Scope of Licensing
Consumer credit is regulated. In most cases, providers must be licensed or authorised by the Central Bank of Ireland. Certain aspects of consumer credit legislation are dealt with in our chapters relating to hire purchase, credit sales, leasing of goods and pawnbrokers. This is because of the focus on the transfer of personal property by way of security or transfer in a hire or hire purchase arrangement. This chapter looks at consumer credit generally and does not repeat material on hire purchase, leasing and credit sale agreements.
Consumer credit legislation applies to protect a consumer. A consumer is a person acting outside his trade business or profession. There can be question marks over the extent of who is or is not a consumer.
The Consumer Credit Act provisions are mandatory. They overrule any contract to the contrary. Any attempt by a lender or consumer credit provider to reduce its obligations would be void. Also void are statements which purport to limit liability or exclude the consumer’s rights.
Since the financial crisis commencing in 2007, significant development loans and guarantees were challenged as being consumer loans, and thereby invalid, as not complying with consumer credit legislation. The courts take the view that a person can have a number of businesses. For example it has been said that a business of commercial and property investment may constitute a business even though it is not a person’s principal trade or business. However, for the most part, such claims have not succeeded.
The administration and regulation of consumer credit providers was brought under the umbrella of the financial regulator in 2003. It now rests with the Central Bank of Ireland.
Credit is any deferred payment arrangement, loan or financial accommodation. There are a number of key features. The consumer credit legislation does not apply to employer loans and credit union loans. The latter are separately regulated.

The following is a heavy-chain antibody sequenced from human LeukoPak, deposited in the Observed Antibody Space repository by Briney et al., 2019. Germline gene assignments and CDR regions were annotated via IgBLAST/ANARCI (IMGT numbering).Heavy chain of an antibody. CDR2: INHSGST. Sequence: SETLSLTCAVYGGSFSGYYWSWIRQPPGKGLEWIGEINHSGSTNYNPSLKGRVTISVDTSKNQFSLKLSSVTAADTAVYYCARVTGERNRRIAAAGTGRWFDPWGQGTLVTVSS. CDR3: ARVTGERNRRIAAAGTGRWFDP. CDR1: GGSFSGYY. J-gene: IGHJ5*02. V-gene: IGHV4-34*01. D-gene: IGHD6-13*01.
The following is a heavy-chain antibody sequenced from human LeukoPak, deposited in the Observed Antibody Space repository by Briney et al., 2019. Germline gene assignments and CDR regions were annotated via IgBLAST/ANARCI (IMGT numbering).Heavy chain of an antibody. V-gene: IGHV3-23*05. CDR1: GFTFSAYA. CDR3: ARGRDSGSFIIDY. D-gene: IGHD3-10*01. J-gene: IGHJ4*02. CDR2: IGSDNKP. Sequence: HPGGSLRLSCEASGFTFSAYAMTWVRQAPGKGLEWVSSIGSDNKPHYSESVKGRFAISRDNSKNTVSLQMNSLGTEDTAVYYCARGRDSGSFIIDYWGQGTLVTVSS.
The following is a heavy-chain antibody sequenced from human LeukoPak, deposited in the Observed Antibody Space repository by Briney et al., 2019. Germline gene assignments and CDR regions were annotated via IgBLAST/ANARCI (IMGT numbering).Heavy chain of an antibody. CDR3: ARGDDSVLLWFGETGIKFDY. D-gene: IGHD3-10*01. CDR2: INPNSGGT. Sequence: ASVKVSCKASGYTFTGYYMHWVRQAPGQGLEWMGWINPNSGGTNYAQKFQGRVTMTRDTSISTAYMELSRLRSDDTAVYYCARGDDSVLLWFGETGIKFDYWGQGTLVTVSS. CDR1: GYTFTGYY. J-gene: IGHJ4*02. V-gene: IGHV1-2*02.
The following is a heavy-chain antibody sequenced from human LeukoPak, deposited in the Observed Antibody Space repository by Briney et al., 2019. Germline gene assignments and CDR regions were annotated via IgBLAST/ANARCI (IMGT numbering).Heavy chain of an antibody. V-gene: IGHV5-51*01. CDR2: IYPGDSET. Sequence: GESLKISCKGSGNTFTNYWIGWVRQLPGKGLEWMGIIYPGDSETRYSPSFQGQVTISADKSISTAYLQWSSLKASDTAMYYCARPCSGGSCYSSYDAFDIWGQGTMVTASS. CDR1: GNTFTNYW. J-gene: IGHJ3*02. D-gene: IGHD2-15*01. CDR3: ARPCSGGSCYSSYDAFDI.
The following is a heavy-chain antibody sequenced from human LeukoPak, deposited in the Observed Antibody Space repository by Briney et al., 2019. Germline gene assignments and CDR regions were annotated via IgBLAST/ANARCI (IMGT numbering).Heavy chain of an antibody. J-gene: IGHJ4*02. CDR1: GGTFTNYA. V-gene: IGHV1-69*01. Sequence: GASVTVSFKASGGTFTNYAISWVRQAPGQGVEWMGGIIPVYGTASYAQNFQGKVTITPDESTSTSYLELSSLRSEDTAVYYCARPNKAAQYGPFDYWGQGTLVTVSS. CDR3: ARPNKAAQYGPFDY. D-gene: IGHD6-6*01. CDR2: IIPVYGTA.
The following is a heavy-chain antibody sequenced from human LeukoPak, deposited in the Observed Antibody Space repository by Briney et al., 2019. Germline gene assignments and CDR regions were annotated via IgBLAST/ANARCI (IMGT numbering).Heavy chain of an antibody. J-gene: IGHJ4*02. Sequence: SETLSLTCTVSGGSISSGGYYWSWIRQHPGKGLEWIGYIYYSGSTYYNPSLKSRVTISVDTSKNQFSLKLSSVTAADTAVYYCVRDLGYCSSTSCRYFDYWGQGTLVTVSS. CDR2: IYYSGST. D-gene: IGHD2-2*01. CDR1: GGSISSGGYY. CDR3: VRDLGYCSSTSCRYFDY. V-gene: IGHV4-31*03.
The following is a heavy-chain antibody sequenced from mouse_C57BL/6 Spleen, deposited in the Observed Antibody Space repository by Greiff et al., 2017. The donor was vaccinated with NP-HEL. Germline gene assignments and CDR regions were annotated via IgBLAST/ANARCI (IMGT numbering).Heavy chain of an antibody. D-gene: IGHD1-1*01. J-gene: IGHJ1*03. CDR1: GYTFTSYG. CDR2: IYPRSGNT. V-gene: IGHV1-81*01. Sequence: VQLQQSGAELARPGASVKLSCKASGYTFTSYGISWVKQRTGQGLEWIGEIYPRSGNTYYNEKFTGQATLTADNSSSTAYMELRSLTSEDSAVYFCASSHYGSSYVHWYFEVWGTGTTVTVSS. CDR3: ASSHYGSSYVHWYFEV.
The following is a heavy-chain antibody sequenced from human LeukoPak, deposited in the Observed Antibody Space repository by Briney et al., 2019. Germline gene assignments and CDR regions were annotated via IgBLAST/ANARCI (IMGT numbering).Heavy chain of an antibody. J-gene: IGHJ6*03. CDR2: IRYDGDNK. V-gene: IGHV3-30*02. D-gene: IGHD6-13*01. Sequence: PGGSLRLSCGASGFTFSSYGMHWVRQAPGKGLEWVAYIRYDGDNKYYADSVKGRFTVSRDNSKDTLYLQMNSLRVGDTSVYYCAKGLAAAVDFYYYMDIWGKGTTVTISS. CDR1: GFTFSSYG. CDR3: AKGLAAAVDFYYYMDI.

The contract must be in a certain format, and certain information must be provided. Warnings may be required. The contract must be signed, and a copy given to the consumer. There is generally cooling off period in which the consumer may cancel the contract. This can be waived by further signing and writing.
Credit agreements, written overdraft or credit card agreements must be in a particular format and in writing. They must specify the names and addresses of parties and be signed by all parties. A copy of the contract must be given to the consumer within 10 days or sent to him. It must set out costs and penalties which may arise from non-compliance.
Any guarantee relating to a consumer credit contract must be in writing and signed by the parties. Similarly, a copy must be given to the guarantor personally within 10 days.
The consumer may withdraw from the agreement within 10 days. This notice must appear in block capital writing. This notice may be waived. However, the waiver must be accompanied by a block capital highlighted disclosure warning in relation to the disclosure.
Generally, if the consumer credit agreement requirements are not complied with, the agreement is presumed to be unenforceable. The court may allow the agreement to be enforceable where the breach was not deliberate, or the consumer was not prejudiced, and the court considers it just and equitable. The court may enforce the agreement on amended terms, so that it is just inequitable.
Certain activities are prohibited. Consumer credit advertisements are controlled under the Consumer Credit Act and under the Consumer Protection Code. There are certain substantive requirements in relation to the truth and accuracy of the requirements, truth, accuracy and completeness of the requirements.
Certain marketing techniques are prohibited. Provision may not be inserted requiring the consumer to indicate positively that he does not wish to proceed with supplementary services.
Certain advertisements and circulars may not be sent to minors. A person may not circulate a document to a person under 18 years for the purpose of financial gain inviting a borrower to borrow, obtain goods on credit, or obtain services on credit or to apply for information or advice on borrowing.
A credit agreement (in this context) is any agreement for a cash loan other than current or credit card account (which are separately regulated; see below). The agreement must state the following
- loan amount.
- Date of advance,
- amount of repayment installments,
- number of installments,
- when repayable
- interest rate,
- conditions under which interest may change,
- charges not included in APR.
- loan expiry date,
- early repayment procedures.
There are separate provisions for a credit card and running accounts. A running account is a credit agreement by which the consumer may receive from time to time from a creditor or third party, cash, goods, or services of an amount or value up to an amount or value such that, taking into account payments made by or to the credit of the consumer, the credit limit (if any) is not at any time exceeded.
An agreement for a credit card or running account must contain
- a statement of amount of credit limit at commencement.
- conditions in relation to variation,
- rate of interest,
- cost of termination.
An overdraft is an advance on a current account, other than a credit card account. The consumer must be provided with
- details of initial credit limit
- conditions relating to variation
- details of applicable charges conditions under which it may be amended